Koji rice: The beginning

There's an old Japanese saying that the most important step in brewing sake is preparing the koji rice.

The process begins by cooling freshly steamed rice to the optimal temperature. The rice is taken into a special room called the koji muro, where it is spread evenly over a table and gently pressed to separate each grain. This sarashi, or exposing of rice to air, takes place frequently at Kokuryu, where premium ginjo sakes account for much of our production. These premium sakes require such close attention that they are brewed only in small batches, with almost every step done by hand. Brewery workers tend to the rice until it achieves an optimal state — slightly hard outside and soft within — in 40-degree temperatures (104 degrees Fahrenheit) in a laborious process that can take four to five hours.

When the sarashi is completed, the rice is crumbly and buoyant. At this point the master brewer disperses koji mold spores onto the grains, a step known as tanekiri. He pours the tane-koji (also called moyashi, or granulated koji mold spores) into a glass cup and covers the cup with a fine-mesh fabric. Then, raising the cup high, he sprinkles the spores evenly over the rice. He does this in 30 seconds, during which no one enters or leaves the room, not a word is uttered, and everyone holds his breath to ensure the spores fall evenly and uniformly on every grain of rice.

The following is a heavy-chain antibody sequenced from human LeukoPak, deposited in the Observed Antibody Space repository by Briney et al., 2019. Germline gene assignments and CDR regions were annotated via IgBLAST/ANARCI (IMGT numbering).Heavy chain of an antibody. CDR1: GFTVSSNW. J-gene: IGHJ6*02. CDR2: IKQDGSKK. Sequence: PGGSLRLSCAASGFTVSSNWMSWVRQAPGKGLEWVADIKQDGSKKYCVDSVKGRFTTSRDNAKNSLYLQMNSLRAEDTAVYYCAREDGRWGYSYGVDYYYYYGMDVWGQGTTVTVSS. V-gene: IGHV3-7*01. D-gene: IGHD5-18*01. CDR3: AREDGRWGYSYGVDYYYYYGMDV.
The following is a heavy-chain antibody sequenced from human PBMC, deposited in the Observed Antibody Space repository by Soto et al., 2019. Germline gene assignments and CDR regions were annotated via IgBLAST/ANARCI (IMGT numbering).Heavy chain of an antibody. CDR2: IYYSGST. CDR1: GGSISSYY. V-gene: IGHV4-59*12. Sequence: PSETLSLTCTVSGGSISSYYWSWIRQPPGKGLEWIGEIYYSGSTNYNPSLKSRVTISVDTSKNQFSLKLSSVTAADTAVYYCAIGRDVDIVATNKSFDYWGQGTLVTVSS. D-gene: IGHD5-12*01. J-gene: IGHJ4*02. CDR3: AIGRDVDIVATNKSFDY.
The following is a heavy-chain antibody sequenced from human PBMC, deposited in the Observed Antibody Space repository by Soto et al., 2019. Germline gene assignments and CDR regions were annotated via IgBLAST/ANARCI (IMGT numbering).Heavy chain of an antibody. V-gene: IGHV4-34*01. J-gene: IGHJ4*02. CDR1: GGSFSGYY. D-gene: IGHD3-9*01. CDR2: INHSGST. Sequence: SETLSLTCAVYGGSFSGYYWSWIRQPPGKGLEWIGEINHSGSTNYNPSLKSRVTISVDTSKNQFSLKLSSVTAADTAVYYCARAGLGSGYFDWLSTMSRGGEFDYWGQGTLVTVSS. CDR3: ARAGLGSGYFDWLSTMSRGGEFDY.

After this the cultivated koji rice is covered with a cloth and kept moist until the spores begin to germinate. This usually takes a whole day and night.

Then the art of koji rice-making begins. From this point the wisdom and experience of the daishi—the master koji rice maker—come to the fore. If the koji rice gets too warm, the spores' growth will be uneven, resulting in poor sake. So the daishi monitors conditions constantly to make sure they remain optimal. If the rice grows cold he'll cover it with cloth; if it gets hot he'll ventilate the room. Through the night he'll wake up every two or three hours to check on the rice.

During this critical time the daishi is like a mother tending to her newborn baby. And the koji rice, showered with attentive care by the dedicated master brewer, the daishi and other brewery workers, is ready after three days.

Note: Koji mold (aspergillus oryzae) creates enzymes that convert the rice starches into sugars which can then be fermented to produce alcohol.